Just my opinion ;)
Of course math is cool and should be in every scientific curriculum.


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 Post subject: Re:Advice for novice programmers thread
PostPosted: Wed Sep 07, 2005 7:27 pm 
My advice to novice programmers is to learn on your own. Seriously, I'm looking into taking the Computer Science AP exam this year, and it's a bunch of Object Oriented Paradigmatic Java Crap. In other words, it'll only teach you How to Think Like an Enthusiastic Microserf.

To learn on your own, I recommend starting out with either BASIC or Perl (something interpreted). Learn Pascal from there to teach you compiled, imperative and most importantly STRUCTURED programming before moving on to C or C++ as you please. From there, you should have a good enough grounding to learn any higher-level language you want (such as Eiffel or Scheme) and understand at least two or three different ways of programming.

If you REALLY want to have fun, learn LISP!

Learn English, too.


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 Post subject: Re:Advice for novice programmers thread
PostPosted: Sun Oct 23, 2005 12:26 pm 
I don't believe I've posted this link before, but some months after I posted the OP for this thread, I wrote a longer essay on this subject, based on a posting at the Dev Shed Beginner's forum. The current version of "A Highly Opinionated Review of Programming Languages for the Novice" is up on my Freeservers site. I'm aware that it still could be expanded and refined further; any contructive criticism would be appreciated. On the same host are the current versions of my "Scheme in Short" and "Understanding the C/C++ preprocessor" essays as well, which could also use some concrit (especially the latter; there are several parts that are incomplete or even incorrect, which I need to fix Real Soon Now when I have the chance).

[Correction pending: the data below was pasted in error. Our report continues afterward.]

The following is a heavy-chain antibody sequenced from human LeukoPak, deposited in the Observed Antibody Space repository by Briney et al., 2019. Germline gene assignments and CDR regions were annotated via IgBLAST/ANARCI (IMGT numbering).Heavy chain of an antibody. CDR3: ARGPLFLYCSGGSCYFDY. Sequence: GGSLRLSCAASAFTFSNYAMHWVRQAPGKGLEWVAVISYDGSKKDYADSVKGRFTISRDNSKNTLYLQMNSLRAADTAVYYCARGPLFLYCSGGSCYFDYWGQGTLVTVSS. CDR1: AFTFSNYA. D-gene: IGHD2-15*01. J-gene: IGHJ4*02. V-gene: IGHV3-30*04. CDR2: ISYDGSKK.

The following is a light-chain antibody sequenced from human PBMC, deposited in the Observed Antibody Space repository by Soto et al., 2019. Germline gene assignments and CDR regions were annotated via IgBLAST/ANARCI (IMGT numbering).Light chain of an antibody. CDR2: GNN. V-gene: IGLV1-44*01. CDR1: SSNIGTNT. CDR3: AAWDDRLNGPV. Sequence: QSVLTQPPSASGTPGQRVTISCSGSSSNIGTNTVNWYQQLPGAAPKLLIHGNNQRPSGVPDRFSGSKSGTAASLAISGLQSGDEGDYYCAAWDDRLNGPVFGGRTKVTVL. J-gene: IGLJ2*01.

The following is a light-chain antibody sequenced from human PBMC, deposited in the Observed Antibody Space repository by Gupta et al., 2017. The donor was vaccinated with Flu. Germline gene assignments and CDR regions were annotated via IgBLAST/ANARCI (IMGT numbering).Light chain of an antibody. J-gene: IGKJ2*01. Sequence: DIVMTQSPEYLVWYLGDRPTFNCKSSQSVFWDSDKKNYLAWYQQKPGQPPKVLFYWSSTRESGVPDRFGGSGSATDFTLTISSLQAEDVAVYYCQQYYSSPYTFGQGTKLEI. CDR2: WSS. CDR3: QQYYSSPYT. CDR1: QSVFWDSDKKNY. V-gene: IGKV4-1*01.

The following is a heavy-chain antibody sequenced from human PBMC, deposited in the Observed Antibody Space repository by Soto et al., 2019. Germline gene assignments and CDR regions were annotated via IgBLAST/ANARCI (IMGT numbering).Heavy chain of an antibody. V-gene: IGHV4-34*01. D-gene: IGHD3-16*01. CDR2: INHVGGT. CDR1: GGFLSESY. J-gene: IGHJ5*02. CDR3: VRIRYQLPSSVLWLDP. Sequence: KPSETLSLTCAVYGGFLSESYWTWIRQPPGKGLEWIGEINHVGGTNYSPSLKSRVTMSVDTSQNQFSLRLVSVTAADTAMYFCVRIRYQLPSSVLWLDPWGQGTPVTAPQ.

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 Post subject: Re:Advice for novice programmers thread
PostPosted: Tue Nov 01, 2005 9:57 pm 
Seems pretty good.

Recently I've installed gcl and have been reading an old LISP book in order to learn how to use it, and I have to say it's a damn powerful language. Though does anyone know of a good tutorial for modern Common Lisp?


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 Post subject: Re:Advice for novice programmers thread
PostPosted: Sat Jan 07, 2006 12:44 pm 
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I don'y konw if this fits here, but...
http://www.ee.ryerson.ca:8080/~elf/hack/realmen.html
:D

Or it should be here: http://www.mega-tokyo.com/forum/index.p ... eadid=8833


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 Post subject: Re:Advice for novice programmers thread
PostPosted: Sat Jan 07, 2006 1:16 pm 
Quote:
To learn on your own, I recommend starting out with either BASIC or Perl (something interpreted). Learn Pascal from there to teach you compiled, imperative and most importantly STRUCTURED programming before moving on to C or C++ as you please.


You pretty much nailed my path there, lol.

BASIC -> Pascal -> Delphi -> C -> C++

Assembly and Python mixed in there as well. Python is a great language I have to say.


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 Post subject: Re:Advice for novice programmers thread
PostPosted: Sat Jan 21, 2006 4:19 pm 
1:An OS shouldn't be your first project
2:knowing the basics of advanced math(algebra) are always useful
3:knowing what hex is is also a nice pleasure
4:as mentioned html is very useful and a good first programming experience
5:C is not exactly the ideal first language or second language
In my own personal experience i started with html(about 2 years ago), tried a lot of basics,used euphoria(i think thats the name) for a few weeks,started using darkbasic pro. and stuck with it until well now(still using it for some things), about 6 months after starting darkbasic pro i tried C got as far as printf and ifs(not even loops) and quit then about 1 year ago started using bcx(basic to C translator) to create some dlls, then started really learning C about 1 month later and well then about 6 months ago started learning asm "on-demand"(learned what i needed when i needed it) only because i wanted to make an OS

now back on topic
6:when/if you start using C check this list for common mistakes http://www.andromeda.com/people/ddyer/topten.html
7:I reccommend when starting compiled languages to use a basic of some sort(preferably not qbasic)